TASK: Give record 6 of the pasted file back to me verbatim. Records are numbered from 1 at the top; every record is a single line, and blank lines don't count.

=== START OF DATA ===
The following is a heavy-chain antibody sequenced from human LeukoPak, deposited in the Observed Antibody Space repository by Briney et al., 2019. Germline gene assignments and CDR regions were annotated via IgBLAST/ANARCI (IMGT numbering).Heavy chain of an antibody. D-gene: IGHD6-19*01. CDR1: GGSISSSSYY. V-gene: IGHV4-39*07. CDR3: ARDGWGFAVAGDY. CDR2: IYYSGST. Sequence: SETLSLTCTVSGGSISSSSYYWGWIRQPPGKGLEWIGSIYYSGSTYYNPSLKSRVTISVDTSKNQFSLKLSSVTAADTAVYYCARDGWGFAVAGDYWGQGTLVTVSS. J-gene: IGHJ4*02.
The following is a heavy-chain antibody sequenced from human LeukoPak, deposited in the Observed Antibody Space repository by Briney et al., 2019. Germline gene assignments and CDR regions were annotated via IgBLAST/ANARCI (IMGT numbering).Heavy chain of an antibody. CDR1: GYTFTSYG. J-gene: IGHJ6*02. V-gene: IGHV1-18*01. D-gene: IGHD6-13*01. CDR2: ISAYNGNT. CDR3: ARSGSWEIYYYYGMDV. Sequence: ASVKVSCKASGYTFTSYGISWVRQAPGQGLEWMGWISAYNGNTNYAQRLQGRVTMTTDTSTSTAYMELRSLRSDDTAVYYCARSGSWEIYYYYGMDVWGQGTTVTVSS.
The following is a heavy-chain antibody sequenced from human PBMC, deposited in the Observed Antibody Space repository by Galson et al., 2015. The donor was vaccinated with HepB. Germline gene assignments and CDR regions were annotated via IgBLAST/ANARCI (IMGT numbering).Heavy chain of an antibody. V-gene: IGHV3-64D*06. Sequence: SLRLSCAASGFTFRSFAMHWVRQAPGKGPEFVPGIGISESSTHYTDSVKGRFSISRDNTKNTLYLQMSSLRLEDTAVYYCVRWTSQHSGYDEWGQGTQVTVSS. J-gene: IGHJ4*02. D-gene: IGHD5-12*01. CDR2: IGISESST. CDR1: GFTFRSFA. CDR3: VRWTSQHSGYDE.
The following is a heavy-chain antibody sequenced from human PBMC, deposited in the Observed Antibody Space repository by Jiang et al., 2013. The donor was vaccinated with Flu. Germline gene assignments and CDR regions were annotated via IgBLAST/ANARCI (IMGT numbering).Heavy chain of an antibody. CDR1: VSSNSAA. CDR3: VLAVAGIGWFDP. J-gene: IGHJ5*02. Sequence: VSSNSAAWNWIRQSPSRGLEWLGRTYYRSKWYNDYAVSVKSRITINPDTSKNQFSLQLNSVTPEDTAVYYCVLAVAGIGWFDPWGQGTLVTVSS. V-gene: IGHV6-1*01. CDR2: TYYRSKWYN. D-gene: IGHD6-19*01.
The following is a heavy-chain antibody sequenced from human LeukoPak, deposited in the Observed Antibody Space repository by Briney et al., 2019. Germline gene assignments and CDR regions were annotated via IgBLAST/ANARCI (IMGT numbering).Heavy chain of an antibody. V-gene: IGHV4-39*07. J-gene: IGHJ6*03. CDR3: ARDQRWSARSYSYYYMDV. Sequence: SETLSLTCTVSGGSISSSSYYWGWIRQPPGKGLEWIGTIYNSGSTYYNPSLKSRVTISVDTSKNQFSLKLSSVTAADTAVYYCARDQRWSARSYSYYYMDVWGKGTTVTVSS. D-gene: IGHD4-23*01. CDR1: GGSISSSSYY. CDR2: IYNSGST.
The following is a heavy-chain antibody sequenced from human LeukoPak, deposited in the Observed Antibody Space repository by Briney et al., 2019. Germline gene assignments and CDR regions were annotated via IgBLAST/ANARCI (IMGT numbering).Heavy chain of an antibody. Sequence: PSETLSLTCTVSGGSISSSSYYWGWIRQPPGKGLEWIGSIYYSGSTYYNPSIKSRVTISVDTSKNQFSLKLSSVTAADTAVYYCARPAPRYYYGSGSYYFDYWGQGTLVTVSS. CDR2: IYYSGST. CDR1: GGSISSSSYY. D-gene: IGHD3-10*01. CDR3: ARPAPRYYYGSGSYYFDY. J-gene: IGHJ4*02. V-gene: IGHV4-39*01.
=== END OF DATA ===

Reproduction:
The following is a heavy-chain antibody sequenced from human LeukoPak, deposited in the Observed Antibody Space repository by Briney et al., 2019. Germline gene assignments and CDR regions were annotated via IgBLAST/ANARCI (IMGT numbering).Heavy chain of an antibody. Sequence: PSETLSLTCTVSGGSISSSSYYWGWIRQPPGKGLEWIGSIYYSGSTYYNPSIKSRVTISVDTSKNQFSLKLSSVTAADTAVYYCARPAPRYYYGSGSYYFDYWGQGTLVTVSS. CDR2: IYYSGST. CDR1: GGSISSSSYY. D-gene: IGHD3-10*01. CDR3: ARPAPRYYYGSGSYYFDY. J-gene: IGHJ4*02. V-gene: IGHV4-39*01.